5. Think about the potential days of the week
When selecting the day of the week for holding your event, consider the “days with the most points” when your target audience can attend. For congresses and conventions, it’s usually best to hold them during the week (Wednesday, Thursday or Friday evenings) because at the weekend people tend to be with their family and friends and prefer not to attend work-related events. However, there are exceptions, in which case you can also consider some afternoons and weekends.
As we’ve been saying, choosing the ideal date to hold an event of this type entails analysing several factors.
Another consideration when choosing the date of an event is your target audience’s typical routine. If you’re organising a conference on entrepreneurship and creativity in business, it makes little sense to choose Monday to Friday mornings when your main target audience is in the office working. Instead, you can focus on offering an open day of mornings and afternoons where attendees have alternative options throughout the day.
6. Next step: Publicise your date
Once you’ve done your homework and applied our tips for choosing the ideal date for your event, don’t forget the most important step: advertise it to potential attendees. Add it to the calendar of events on your website, share the date via mailshots, and start promoting it among potential attendees.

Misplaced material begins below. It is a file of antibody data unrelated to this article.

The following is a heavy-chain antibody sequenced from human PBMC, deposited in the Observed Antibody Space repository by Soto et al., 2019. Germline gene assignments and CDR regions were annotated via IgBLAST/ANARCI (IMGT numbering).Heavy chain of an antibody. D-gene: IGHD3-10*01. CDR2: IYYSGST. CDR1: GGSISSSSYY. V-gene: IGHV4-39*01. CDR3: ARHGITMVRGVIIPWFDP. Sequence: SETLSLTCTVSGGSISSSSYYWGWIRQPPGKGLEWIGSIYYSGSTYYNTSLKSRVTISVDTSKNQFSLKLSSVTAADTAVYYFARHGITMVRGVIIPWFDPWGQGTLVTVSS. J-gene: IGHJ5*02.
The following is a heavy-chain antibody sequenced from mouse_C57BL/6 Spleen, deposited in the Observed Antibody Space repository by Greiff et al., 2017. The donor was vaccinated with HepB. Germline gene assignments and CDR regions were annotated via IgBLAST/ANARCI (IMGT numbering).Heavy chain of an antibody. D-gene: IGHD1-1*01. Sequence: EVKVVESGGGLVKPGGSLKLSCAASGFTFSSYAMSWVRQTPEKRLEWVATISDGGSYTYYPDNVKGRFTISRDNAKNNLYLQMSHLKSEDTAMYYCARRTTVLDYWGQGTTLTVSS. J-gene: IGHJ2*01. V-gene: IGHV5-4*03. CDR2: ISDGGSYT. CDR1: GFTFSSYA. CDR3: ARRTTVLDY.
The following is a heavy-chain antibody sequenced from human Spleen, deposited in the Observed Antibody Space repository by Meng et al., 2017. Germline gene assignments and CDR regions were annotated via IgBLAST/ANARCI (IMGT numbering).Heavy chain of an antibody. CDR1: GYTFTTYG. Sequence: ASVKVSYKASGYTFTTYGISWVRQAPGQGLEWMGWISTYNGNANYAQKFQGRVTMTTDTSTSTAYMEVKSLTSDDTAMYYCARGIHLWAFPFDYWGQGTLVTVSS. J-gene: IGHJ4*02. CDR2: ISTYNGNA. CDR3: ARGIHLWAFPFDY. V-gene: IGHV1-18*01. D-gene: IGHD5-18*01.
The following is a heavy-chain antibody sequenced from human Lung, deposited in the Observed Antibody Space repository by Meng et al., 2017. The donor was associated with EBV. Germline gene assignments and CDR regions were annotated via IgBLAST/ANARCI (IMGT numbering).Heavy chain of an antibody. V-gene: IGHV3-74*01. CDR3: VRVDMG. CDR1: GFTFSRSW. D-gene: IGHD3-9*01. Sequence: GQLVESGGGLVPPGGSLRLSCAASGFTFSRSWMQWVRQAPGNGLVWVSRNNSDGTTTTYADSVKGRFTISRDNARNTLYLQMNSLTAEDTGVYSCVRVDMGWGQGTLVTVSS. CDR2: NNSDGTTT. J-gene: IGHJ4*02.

So, as you can see… there are many factors that will determine the best date for an event. Remember to plan ahead and, above all, know your target audience. They are the ones who will make your event a reality.
Do you have any other tips that you’d like to share? Share them with us in the comments section!
The choice of date and venue go hand in hand, since one decision affects the other. Take a look at this post about the best venues in Barcelona to make your next event go with a bang: The best venues in Barcelona for a technology event.